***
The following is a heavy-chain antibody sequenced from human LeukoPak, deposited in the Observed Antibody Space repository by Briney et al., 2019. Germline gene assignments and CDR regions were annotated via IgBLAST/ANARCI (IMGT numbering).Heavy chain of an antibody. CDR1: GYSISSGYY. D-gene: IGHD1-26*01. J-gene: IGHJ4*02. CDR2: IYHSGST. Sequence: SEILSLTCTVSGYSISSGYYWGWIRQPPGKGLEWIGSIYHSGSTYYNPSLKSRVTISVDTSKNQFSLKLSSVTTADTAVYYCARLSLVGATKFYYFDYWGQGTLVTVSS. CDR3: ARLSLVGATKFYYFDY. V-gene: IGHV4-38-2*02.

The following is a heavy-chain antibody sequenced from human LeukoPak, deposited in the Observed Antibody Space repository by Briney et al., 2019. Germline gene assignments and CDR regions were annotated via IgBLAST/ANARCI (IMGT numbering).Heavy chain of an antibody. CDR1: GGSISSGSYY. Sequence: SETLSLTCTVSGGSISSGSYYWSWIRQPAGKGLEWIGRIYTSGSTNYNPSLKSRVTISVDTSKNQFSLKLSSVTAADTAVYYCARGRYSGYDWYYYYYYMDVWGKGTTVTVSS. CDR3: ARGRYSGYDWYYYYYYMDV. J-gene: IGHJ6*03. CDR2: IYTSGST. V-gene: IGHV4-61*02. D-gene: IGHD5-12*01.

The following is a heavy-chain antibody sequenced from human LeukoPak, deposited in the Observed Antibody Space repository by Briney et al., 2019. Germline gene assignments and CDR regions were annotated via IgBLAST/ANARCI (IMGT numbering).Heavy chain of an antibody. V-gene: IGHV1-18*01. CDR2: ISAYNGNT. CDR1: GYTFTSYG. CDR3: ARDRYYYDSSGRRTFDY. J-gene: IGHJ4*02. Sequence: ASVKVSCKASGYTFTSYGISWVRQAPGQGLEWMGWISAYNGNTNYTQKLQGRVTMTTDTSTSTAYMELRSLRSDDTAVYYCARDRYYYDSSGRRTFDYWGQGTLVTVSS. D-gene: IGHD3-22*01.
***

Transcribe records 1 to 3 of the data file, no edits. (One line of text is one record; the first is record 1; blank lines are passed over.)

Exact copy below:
The following is a heavy-chain antibody sequenced from human LeukoPak, deposited in the Observed Antibody Space repository by Briney et al., 2019. Germline gene assignments and CDR regions were annotated via IgBLAST/ANARCI (IMGT numbering).Heavy chain of an antibody. CDR1: GYSISSGYY. D-gene: IGHD1-26*01. J-gene: IGHJ4*02. CDR2: IYHSGST. Sequence: SEILSLTCTVSGYSISSGYYWGWIRQPPGKGLEWIGSIYHSGSTYYNPSLKSRVTISVDTSKNQFSLKLSSVTTADTAVYYCARLSLVGATKFYYFDYWGQGTLVTVSS. CDR3: ARLSLVGATKFYYFDY. V-gene: IGHV4-38-2*02.

The following is a heavy-chain antibody sequenced from human LeukoPak, deposited in the Observed Antibody Space repository by Briney et al., 2019. Germline gene assignments and CDR regions were annotated via IgBLAST/ANARCI (IMGT numbering).Heavy chain of an antibody. CDR1: GGSISSGSYY. Sequence: SETLSLTCTVSGGSISSGSYYWSWIRQPAGKGLEWIGRIYTSGSTNYNPSLKSRVTISVDTSKNQFSLKLSSVTAADTAVYYCARGRYSGYDWYYYYYYMDVWGKGTTVTVSS. CDR3: ARGRYSGYDWYYYYYYMDV. J-gene: IGHJ6*03. CDR2: IYTSGST. V-gene: IGHV4-61*02. D-gene: IGHD5-12*01.

The following is a heavy-chain antibody sequenced from human LeukoPak, deposited in the Observed Antibody Space repository by Briney et al., 2019. Germline gene assignments and CDR regions were annotated via IgBLAST/ANARCI (IMGT numbering).Heavy chain of an antibody. V-gene: IGHV1-18*01. CDR2: ISAYNGNT. CDR1: GYTFTSYG. CDR3: ARDRYYYDSSGRRTFDY. J-gene: IGHJ4*02. Sequence: ASVKVSCKASGYTFTSYGISWVRQAPGQGLEWMGWISAYNGNTNYTQKLQGRVTMTTDTSTSTAYMELRSLRSDDTAVYYCARDRYYYDSSGRRTFDYWGQGTLVTVSS. D-gene: IGHD3-22*01.